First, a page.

|Expert group discussion|
In continuation with my earlier blog on developing an alternate riverfront development approach as part of our Sustainably Smart Pune 2030 project, I would like to share some more insights.
As mentioned earlier, the river stretch near Omkareshwar temple consists of a Dhobi Ghat and two public gardens Nana Nani Park and Vartak Garden, and a few religious and heritage spaces. Our idea was that the riverfront development should compliment these existing spaces while focusing on improving the health of riverbed areas. For the same we thought of having discussions with the concerned experts.
Firstly we decided to meet Ketaki Ghate and Manasi Karandikar from Oikos for guiding us on plantation along the riverbed. Both Ketaki and Manasi are experts in restoration works and our riverbed areas require sound restoration strategy instead of planting some random tree species or having landscaped lawns.
|Dhobi Ghat near Omkareshwar Stretch|
According to Ketaki, preference should be given to indigenous trees, that have both aesthetic and ecological attributes. It is important to note that exotic tree species are not bad but they should be selected carefully otherwise they can cause weeding and dominate over the native species hampering the local ecosystems. Tiered structure of plantation should be followed, where we have the trees then shrubs and then ground covers. There should be a good diversity in selecting tree species instead of monoculture. Hardscape areas can be negligible or if required should use local stone tiles like those seen in nature trails. Water requirements for this restoration works can be supplied through treatment plant set up for treating the wastewater from Dhobi Ghat as well as the one's set up for treating city's sewage. Tree species that can absorb additional impurities in the treated water can be used.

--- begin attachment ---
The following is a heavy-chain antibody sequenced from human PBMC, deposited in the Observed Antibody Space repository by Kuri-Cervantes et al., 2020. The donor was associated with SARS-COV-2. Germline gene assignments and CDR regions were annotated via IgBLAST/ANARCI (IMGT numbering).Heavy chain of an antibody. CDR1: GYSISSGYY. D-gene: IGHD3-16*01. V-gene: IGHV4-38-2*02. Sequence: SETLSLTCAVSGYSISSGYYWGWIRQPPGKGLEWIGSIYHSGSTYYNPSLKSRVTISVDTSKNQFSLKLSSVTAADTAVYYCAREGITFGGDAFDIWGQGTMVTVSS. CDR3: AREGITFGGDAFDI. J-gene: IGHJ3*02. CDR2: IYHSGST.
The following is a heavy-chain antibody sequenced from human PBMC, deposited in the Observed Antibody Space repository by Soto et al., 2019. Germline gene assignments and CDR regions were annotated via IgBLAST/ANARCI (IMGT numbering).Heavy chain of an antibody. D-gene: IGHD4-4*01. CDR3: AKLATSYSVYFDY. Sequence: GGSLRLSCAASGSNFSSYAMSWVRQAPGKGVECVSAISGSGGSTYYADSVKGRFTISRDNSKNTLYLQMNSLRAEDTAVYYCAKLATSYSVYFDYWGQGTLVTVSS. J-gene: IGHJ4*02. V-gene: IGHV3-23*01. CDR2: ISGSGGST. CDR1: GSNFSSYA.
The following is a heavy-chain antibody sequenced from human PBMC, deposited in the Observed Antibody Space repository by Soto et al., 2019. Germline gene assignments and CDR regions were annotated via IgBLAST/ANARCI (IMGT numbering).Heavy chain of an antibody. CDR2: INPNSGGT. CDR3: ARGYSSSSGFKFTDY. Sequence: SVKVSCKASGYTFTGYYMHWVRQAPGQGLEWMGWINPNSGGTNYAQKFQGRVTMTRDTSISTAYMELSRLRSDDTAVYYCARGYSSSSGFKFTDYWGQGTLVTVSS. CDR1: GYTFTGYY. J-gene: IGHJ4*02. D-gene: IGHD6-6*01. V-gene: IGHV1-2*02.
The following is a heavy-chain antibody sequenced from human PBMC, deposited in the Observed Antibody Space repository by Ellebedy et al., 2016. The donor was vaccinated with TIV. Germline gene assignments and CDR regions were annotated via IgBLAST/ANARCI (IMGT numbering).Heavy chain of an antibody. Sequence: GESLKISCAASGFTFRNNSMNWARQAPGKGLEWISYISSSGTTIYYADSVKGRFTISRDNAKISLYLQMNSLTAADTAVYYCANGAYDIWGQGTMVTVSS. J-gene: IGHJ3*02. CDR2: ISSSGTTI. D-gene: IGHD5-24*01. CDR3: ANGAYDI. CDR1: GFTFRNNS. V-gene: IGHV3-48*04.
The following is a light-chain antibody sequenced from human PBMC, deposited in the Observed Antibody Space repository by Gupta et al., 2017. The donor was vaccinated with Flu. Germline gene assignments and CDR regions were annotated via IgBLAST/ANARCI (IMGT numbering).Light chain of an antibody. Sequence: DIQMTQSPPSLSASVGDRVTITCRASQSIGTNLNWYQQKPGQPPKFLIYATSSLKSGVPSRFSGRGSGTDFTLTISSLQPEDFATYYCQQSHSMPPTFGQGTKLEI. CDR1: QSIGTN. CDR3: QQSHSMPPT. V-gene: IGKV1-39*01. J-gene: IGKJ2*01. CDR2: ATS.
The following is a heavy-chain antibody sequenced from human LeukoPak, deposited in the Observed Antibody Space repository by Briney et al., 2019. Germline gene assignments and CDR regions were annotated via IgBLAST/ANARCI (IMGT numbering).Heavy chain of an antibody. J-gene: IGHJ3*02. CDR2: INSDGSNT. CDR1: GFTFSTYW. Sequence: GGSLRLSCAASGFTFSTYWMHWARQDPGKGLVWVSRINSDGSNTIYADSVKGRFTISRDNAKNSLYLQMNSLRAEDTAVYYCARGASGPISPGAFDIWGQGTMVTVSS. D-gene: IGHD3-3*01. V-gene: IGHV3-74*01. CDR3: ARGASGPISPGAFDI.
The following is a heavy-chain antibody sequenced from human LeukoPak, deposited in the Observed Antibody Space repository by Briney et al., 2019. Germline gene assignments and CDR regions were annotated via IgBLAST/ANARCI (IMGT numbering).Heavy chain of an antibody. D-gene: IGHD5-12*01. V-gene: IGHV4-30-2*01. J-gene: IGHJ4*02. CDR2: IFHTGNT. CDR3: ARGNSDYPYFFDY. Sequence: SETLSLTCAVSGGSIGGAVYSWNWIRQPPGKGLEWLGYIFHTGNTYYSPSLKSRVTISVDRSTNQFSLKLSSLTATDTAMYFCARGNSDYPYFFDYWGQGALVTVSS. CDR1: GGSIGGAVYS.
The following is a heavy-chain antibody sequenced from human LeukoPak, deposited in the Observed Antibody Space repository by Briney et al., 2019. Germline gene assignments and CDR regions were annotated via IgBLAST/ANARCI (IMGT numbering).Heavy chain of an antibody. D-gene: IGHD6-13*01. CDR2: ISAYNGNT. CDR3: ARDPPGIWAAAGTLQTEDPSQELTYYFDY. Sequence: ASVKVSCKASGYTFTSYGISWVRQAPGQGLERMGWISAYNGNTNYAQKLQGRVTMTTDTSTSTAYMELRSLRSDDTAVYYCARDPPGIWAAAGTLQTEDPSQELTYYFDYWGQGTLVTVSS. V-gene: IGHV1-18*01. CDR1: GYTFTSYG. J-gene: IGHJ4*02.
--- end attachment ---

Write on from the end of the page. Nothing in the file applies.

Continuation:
In order to maintain these areas, local gardeners can be employed since they have the expertise. Technological interventions can include timer based drippers for efficient water supply and use of motion sensor based LED light fixtures wherever required. These are some of the ideas brainstormed. However, in order to make this a reality, budget is needed for each activity and hence in our study we are working out a tentative budget for this stretch as well.
Other experts we met include Sayali Joshi from Shristi Eco Research Institute (SERI) who is currently working for Assi river in Varanasi. She made a striking statement that our river is in an ICU state and hence she should be treated immediately by ensuring there is no access to the river by anybody as a first step. This viewpoint was also supported by Swati Gole from Ecological society who also mentioned that public should not be allowed to access the river for anything until the river is restored.
I have seen people many a times throwing wastes, nirmalya and even food as part of some rituals in the river. I think its high time to change the way we look at our rivers and realize that they are the only source of potable water for us. Shailaja and team from Jeevitnadi are actively striving for the same through their work on river revival.
Stay tuned for more on these studies in the next blog!